In Brief: Black Scientists Spotlight Successes; Instagram Becomes Hub for Graphics
Black Scientists Use Hashtags to Spotlight Successes and Struggles
Black physicians and scientists are using social media hashtags such as #BlackInNeuro, #BlackInChem and #BlackBirdersWeek to highlight the achievements and struggles of their peers.
In late May, with support from the National Audubon Society, herpetologist Chelsea Connor co-founded #BlackBirdersWeek to connect with fellow naturalists and share personal stories. When working outdoors in the field, “You have to go to such a length so people know you’re ... not up to anything,” she tells USA Today.
In early July, Tanisha Williams, a postdoctoral fellow in botany at Bucknell University, started a social media campaign for Black and Indigenous botanists and their allies. In late July, #BlackInNeuro week — sponsored by institutions including Stanford Biosciences and Harvard’s Division of Medical Sciences — sought to showcase neuroscientists of color and build relation- ships within the field.
So far, Williams says the social media has challenged stereotypes in her field: Other botanists are taking note of the need to listen to and connect with botanists of color.
Beyond Photos, Instagram Becomes Hub for Text and Graphics
“Instagram felt like a place for a clean, fresh start,” says Mosheh Oinounou, a digital consultant and former TV news producer. With people feeling “overwhelmed by the news” over the past few months, Oinounou created an Instagram account where he has posted headlines, numbers and fact-checks about the pandemic.
The trend away from lighthearted photos and toward health and political information on Insagram is reflected in the growth of accounts such as @soyouwanttotalkabout, which exclusively posts info-carousels on progressive political topics. The account’s followers have exploded from 125,000 in mid-June to nearly a million as of Aug. 1. Another Instagram account, @educatorsforjustice, reportedly has soared to 160,000 followers since it started in June.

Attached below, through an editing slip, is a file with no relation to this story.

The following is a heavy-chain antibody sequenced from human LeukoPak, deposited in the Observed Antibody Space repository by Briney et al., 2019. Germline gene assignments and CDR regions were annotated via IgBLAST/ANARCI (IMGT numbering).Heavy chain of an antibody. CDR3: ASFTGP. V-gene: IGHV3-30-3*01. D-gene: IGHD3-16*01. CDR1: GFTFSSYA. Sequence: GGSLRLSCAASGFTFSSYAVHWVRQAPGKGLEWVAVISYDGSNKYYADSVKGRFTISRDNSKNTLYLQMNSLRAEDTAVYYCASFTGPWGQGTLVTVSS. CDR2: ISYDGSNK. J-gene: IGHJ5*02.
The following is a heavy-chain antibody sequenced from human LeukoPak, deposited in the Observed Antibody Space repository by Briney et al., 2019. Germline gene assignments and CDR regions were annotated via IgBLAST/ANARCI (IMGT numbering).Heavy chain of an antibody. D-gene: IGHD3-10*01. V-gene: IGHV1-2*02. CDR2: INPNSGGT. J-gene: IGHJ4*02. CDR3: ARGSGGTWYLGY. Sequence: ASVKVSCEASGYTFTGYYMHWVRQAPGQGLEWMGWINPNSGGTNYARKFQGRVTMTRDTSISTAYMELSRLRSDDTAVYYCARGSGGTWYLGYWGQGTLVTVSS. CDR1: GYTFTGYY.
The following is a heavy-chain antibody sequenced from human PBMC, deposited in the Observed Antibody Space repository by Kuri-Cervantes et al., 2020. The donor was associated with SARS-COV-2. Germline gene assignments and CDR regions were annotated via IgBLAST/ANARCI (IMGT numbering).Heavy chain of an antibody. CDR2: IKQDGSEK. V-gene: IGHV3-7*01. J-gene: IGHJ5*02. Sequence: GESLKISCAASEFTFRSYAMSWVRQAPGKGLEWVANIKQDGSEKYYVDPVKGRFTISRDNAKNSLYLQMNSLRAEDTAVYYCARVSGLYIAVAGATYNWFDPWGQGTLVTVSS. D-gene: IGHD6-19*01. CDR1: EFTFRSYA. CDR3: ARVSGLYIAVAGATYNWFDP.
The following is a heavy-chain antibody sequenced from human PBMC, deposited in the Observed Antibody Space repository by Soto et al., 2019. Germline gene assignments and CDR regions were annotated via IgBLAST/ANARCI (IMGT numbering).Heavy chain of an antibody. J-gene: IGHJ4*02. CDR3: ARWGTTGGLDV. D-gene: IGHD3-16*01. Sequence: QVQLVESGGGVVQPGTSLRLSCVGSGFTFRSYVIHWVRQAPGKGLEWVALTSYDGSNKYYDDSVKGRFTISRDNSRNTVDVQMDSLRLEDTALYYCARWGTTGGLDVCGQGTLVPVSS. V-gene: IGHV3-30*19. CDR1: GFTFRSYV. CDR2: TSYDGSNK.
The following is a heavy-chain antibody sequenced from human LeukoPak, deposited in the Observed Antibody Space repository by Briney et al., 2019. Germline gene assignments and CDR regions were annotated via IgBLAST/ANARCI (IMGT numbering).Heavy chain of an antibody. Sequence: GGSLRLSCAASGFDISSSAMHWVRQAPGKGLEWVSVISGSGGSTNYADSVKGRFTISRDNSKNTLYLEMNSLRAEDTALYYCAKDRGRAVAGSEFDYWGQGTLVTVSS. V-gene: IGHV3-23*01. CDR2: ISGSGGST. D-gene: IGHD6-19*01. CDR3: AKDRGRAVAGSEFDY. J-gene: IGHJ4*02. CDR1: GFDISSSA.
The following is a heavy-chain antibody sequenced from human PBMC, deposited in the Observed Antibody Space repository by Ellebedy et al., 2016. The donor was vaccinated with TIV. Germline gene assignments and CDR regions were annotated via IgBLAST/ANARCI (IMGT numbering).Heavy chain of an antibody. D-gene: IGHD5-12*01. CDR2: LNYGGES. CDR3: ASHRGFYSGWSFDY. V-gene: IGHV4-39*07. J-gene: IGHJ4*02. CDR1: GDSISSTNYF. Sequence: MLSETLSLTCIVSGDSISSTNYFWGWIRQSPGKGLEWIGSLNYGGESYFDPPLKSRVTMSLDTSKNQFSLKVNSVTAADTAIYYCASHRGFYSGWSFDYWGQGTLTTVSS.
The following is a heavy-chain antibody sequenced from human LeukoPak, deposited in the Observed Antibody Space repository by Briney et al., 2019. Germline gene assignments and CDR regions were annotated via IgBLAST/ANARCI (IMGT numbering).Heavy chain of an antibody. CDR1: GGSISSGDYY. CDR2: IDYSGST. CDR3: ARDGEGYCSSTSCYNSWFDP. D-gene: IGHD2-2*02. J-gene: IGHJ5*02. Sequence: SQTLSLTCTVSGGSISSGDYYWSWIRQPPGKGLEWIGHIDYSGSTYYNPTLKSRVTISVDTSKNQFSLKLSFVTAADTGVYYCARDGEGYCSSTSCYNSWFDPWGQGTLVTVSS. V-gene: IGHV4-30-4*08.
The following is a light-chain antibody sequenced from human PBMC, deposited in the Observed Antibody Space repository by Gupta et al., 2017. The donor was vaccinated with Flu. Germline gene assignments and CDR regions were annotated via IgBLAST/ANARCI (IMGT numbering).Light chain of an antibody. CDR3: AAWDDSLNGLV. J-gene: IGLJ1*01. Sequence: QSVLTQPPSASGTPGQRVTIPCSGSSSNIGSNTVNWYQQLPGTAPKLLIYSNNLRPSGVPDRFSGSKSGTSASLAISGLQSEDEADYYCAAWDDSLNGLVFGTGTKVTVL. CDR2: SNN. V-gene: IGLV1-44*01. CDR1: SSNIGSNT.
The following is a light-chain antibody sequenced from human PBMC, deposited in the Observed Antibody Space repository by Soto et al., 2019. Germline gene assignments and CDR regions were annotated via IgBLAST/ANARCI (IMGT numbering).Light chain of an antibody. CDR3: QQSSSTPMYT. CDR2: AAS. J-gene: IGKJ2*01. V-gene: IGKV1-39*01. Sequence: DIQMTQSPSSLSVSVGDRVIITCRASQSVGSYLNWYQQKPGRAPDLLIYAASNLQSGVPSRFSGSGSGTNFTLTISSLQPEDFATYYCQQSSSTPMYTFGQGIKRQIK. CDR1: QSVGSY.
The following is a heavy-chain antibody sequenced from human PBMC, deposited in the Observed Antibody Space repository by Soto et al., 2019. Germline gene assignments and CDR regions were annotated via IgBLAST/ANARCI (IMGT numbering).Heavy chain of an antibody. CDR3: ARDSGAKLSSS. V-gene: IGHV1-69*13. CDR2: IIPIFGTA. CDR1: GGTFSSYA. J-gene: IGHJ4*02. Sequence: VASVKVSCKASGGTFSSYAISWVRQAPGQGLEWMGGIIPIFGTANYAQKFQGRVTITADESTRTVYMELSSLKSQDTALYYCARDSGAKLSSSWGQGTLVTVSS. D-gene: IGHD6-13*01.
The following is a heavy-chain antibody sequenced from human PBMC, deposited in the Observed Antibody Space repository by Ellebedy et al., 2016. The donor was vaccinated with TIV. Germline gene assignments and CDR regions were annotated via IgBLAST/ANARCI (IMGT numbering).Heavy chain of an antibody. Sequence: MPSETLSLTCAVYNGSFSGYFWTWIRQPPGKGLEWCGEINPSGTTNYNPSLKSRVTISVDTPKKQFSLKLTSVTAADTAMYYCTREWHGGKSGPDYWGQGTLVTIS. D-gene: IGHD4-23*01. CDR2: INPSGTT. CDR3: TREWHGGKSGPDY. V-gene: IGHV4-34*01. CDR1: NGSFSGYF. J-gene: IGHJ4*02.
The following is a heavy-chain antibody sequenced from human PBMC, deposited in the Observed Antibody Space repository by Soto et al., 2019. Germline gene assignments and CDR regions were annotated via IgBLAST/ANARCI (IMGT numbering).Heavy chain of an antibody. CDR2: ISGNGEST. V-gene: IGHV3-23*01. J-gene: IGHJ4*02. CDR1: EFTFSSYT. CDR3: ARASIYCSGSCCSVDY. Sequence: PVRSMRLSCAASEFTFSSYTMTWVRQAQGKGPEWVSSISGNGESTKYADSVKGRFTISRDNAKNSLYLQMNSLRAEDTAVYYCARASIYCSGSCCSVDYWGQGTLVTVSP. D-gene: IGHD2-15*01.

Should Your Company Take Positions on Controversial Issues?
In America’s increasingly charged political climate, some businesses are taking stances on contentious issues.
But how a company’s sociopolitical activism affects its sales and stock-market performance depends on whether that activism aligns with the values of customers and employees, and rules of state regulators, according to research published in the Journal of Marketing.
As the University of Arizona’s website reported, Nooshin Warren, the study’s co-lead author, said that purpose-driven corporate actions have evolved from philanthropy for widely supported causes such as cancer research to public stances on divisive issues like gun control. They may want to advance society, but “societal good is debatable, political and partisan,” she says.
When corporate-activism misaligns with stakeholders, within five days the company’s stock-market value decreases by 2.45 percent compared to market expectations. But when it aligns with stakeholder values, the price tends to rise by .71 percent, the research says.
Corporate actions have more impact than statements, Warren said, “But it is important to stay authentic, as society is watching carefully and will hold firms accountable for their actions as well as for their silence.”
NCAA Permits Patches Celebrating Causes on Collegiate Athlete Uniforms
College athletes can now wear patches on their uniforms to honor causes they support, the NCAA announced on July 30.
As ESPN reported, the new rule allows athletes to display one patch on the front of their uniform and one on the back. The front patch must not exceed 21⁄4 inches in size and may be used as a “commemorative/memorial patch (names, mascots, nicknames, logos and marks) intended to celebrate or memorialize people, events or other causes,” the NCAA said.
On the back of the uniform where the player’s name is traditionally located, the second patch “will allow names/words intended to celebrate or memorialize people, events or other causes,” the NCAA announced, adding that “The names or words may vary by team member.”
Each athlete still requires conference and school approval to wear the patches. The NCAA announcement comes amid the activism and protests — including from some collegiate athletes — that have gained strength since the death of George Floyd in May.